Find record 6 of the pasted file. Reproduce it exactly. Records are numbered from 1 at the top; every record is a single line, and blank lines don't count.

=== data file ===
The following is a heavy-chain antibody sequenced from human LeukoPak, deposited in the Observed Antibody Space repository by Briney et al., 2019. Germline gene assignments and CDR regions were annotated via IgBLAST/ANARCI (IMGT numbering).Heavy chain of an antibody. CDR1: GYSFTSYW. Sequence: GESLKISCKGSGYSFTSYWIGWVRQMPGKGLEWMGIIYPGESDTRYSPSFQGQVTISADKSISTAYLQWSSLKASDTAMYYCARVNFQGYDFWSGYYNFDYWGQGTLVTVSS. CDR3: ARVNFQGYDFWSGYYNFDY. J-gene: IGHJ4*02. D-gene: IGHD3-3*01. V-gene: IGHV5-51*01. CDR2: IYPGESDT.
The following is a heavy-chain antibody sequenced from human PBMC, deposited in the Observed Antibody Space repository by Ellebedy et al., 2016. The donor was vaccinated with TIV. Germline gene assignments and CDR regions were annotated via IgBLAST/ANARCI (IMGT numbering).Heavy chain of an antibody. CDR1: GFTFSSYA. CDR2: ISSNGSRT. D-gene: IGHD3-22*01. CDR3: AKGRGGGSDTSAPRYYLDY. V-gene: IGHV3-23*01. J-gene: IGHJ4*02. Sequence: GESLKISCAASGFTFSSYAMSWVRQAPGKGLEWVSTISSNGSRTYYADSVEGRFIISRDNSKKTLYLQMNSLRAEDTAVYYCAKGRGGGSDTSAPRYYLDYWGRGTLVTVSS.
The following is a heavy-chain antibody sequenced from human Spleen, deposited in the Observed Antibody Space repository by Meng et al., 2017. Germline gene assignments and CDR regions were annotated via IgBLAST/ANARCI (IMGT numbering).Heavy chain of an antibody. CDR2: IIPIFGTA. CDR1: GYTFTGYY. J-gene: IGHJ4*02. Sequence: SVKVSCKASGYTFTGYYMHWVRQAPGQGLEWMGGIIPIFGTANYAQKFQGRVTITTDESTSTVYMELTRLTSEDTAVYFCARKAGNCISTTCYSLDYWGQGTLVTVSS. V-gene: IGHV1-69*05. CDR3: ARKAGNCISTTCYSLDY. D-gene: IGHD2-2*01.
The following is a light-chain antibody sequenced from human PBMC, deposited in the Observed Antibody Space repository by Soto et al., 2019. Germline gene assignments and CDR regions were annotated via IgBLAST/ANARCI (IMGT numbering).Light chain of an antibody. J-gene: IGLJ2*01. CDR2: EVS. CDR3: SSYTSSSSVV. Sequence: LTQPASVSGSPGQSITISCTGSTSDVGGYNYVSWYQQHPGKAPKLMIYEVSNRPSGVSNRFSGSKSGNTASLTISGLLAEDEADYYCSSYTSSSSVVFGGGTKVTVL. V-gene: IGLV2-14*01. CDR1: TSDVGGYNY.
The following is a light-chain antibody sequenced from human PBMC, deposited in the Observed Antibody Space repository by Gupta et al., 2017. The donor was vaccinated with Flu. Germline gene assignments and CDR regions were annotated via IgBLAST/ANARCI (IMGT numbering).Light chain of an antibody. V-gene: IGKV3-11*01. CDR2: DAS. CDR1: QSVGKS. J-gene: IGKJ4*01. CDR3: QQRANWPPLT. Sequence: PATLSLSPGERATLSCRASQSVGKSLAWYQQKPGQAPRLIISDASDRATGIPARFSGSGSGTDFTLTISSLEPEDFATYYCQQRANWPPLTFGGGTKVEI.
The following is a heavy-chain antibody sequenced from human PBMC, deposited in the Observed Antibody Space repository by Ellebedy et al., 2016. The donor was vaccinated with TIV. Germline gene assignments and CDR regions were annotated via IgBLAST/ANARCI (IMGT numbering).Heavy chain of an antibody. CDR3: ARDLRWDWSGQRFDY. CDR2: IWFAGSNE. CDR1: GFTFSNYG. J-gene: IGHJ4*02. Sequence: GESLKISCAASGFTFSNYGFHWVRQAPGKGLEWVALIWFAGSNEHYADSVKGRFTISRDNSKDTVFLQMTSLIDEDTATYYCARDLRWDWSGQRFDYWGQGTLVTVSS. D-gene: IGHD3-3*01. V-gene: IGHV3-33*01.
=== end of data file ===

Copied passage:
The following is a heavy-chain antibody sequenced from human PBMC, deposited in the Observed Antibody Space repository by Ellebedy et al., 2016. The donor was vaccinated with TIV. Germline gene assignments and CDR regions were annotated via IgBLAST/ANARCI (IMGT numbering).Heavy chain of an antibody. CDR3: ARDLRWDWSGQRFDY. CDR2: IWFAGSNE. CDR1: GFTFSNYG. J-gene: IGHJ4*02. Sequence: GESLKISCAASGFTFSNYGFHWVRQAPGKGLEWVALIWFAGSNEHYADSVKGRFTISRDNSKDTVFLQMTSLIDEDTATYYCARDLRWDWSGQRFDYWGQGTLVTVSS. D-gene: IGHD3-3*01. V-gene: IGHV3-33*01.